(3) 1 day (event)

37.5

 Nicholl and Williams [35]a

PC

MAI

580 first-aid stops for 534 injuries in 409/2289b

17.9

1 day (event)

62.5

 Satterthwaite et al. [69, 96]a

PC

MAI

(1a) First-aid stops in 75/1219b

(1b) 2671 PRIs in 846/916b

(2) 1905 PRIs in 723/916

(1a) 6.2

(1b) 92.4

(2) 78.9

(1) 1 day (event)

(2) 1 week

75.0

62.5

 Yeung et al. [36]a

PC

MAI

Injury in 46/900b

5.1

1 day (event)

62.5

 Roberts et al. [70]a

PC

MAI

1534 injuries in 1459/76,714b

1.9

1 day (event)

75.0

 Ogwumike and Adeniyi [97]a

PC

MAI

Injury in 153/920b

16.6

1 day (event)

62.5

 Alonso et al. [29]a

PC

MAI

(1) TLI in 14/151

(2) PRI in 20/151b

(1) 9.3

(2) 13.2

9 days (event)

75.0

 Alonso et al. [30]

PC

MAI–TLI

TLI in 3/182

1.6

9 days (event)

62.5

 Alonso et al. [31]a

PC

MAI

(1) TLI in 18/124

(2) PRI in 28/124b

(1) 14.5

(2) 22.6

9 days (event)

75.0

 Caldwell [61]a

RC

TLI

Injury in 68/116b

58.3

1 day (event)

25.0

 Maughan and Miller [62]a

RC

(a) TLI

(b) N/A

(1a) TLI in 216/497b

(1b) 358 injuries in 287/497

(2b) Injury in 129/449

(1a) 43.5

(1b) 57.7

(2b) 28.7

(1) N/A (short)

(2) 1 day (event)

0

 Hölmich et al. [65]a

RC

TLI

Injury in 26/60b

Injury in 7/60b

(1) 43.3

(2) 11.7

(1) 1 year

(2) 1 day (event)

62.5

 Van Middelkoop et al. [71, 72]a

(1) RC

(2) PC

TLI

(1a) Injury in 397/725b

(2b) Injury in 108/725

(2c) Injury in 118/694b

(1a) 54.8

(2b) 14.9

(2c) 17.0

1a) 1 year

2b) 1 month

2c) 1 day (event)

75.0

62.5

 Rasmussen et al. [74]a

RC

TLI

(1) Injury in 273/662b

(2) Injury in 68/662b

(1) 41.2

(2) 10.3

(1) 1 year

(2) 1 day (event)

62.5

 Macera et al. [67]a

RC

TLI

(1) Injury in 85/162b

(2) Injury in 57/162

(1) 52.4

(2) 35.2

(1) 1 year

(2) 1 month

50.0

 McKelvie et al. [64]a

RC

TLI

Injury in 103/126b

81.7

12 weeks

25.0

 Jakobsen et al. [68]a

RCT

TLI

50 injuries in 31/41b

75.6

1 year

62.5

 Hölmichet al. [66]a

RC

TLI

Injury in 410/1310b

31.3

N/A (long)

12.5

 Nicholl and Williams [34]

RC

N/A

Injury in 203/312

65.1

1 week

25.0

 Chang et al. [38]

RC

N/A

117 injuries in 60/125

48.0

N/A (long)

12.5

Ultra-marathon runners

 Hoffman and Krishnan [80]a

RC

(1) PRI

(2) TLI

(1) 1900 PRIs in 933/1212b

(2) TLI in 783/1212b

(1) 77.0

(2) 64.6

1 year

25.0

 Scheer and Murray [79]a

PC

MAI

Clinical encounters in 39/69b

56.5

5 days (event)

62.5

 Hutson [75]a

PC

MAI

31 injuries in 15/25b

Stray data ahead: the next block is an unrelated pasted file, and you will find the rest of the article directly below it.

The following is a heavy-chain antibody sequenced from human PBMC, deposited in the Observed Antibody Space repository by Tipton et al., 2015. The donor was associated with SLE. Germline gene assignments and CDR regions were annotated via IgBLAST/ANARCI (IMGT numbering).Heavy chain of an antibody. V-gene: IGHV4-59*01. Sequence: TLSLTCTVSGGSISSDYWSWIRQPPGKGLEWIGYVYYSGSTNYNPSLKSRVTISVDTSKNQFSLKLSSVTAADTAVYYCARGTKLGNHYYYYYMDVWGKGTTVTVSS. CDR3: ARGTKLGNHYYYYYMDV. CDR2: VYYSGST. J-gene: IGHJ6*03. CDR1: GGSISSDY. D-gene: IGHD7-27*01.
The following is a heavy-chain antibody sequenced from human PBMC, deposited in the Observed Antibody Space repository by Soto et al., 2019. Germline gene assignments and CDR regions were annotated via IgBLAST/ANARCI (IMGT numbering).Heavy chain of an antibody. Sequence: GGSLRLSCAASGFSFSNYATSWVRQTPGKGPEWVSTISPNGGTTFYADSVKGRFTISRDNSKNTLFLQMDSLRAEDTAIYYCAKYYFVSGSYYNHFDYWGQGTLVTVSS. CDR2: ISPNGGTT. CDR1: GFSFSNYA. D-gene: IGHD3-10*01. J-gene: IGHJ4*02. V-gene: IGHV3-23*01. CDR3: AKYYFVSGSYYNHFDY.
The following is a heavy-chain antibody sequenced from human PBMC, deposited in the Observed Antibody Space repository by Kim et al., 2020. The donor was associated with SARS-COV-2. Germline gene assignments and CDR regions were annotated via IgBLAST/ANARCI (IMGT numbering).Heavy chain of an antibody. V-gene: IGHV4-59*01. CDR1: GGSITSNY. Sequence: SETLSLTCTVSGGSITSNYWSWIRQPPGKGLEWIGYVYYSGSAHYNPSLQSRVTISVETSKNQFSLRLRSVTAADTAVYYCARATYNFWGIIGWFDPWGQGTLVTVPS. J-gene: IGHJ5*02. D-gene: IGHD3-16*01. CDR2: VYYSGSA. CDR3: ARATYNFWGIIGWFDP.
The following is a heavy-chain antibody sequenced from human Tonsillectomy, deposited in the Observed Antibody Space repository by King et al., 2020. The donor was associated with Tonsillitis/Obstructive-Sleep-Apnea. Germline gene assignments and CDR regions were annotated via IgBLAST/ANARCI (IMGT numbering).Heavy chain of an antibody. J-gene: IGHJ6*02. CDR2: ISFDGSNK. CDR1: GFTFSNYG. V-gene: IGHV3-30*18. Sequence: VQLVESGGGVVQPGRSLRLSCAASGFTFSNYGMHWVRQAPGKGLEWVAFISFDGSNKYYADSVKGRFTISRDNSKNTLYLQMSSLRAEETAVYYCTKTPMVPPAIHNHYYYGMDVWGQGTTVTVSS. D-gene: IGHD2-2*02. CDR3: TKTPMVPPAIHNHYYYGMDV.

60.0

6 days (event)

62.5

 Bishop and Fallon [77]a

PC

MAI

36 injuries in 11/17b

64.7

6 days (event)

75.0

 Krabak et al. [78]a

PC

MAI

1173 injuries in 257/396b; 65/1000 h

64.9

7 days (event)

100

 Fallon [76]a

PC

MAI

64 injuries in 29/32b

90.6

8.5 days (event)

50.0

 Micklesfield et al. [37]

RC

N/A

SF in 58/276

21.0

N/A

12.5

AE athletic exposure, AT Achilles tendinopathy, CS cross-sectional study, HS high school, MAI medical-attention injury, MTSS medial tibial stress syndrome, N/A not available, PC prospective cohort study, PFP patellofemoral pain, PRI pain-related injury, RC retrospective cohort study, RCT randomized, controlled trial, ROB risk of bias, SF stress fracture, TLI time-loss injury

aStudy included in the meta-analysis

bData used in the meta-analysis

Of the 86 included articles, 51 were prospective cohort studies [5, 6, 7, 16, 20, 21, 22, 24, 25, 26, 27, 28, 29, 30, 31, 35, 36, 39, 40, 41, 42, 43, 44, 45, 46, 47, 49, 50, 51, 52, 53, 60, 69, 70, 71, 72, 75, 76, 77, 78, 79, 81, 84, 85, 86, 87, 91, 92, 95, 96, 97]. Of these, seven also included a retrospective injury proportion [6, 46, 50, 51, 53, 71, 72]. Twenty-four studies solely used a retrospective cohort design [3, 17, 18, 19, 23, 33, 34, 37, 38, 54, 55, 56, 57, 58, 61, 62, 64, 65, 66, 67, 73, 74, 80, 94]. Five studies reported injury proportions cross-sectionally [32, 48, 59, 63, 93]—two of them retrospectively [59, 63]. From all included studies, nine reported injury incidence densities in addition to injury proportions [7, 27, 42, 44, 49, 78, 83, 88, 95]. Six articles reported the results of a randomized, controlled trial that reported injury occurrence [68, 82, 83, 88, 89, 90].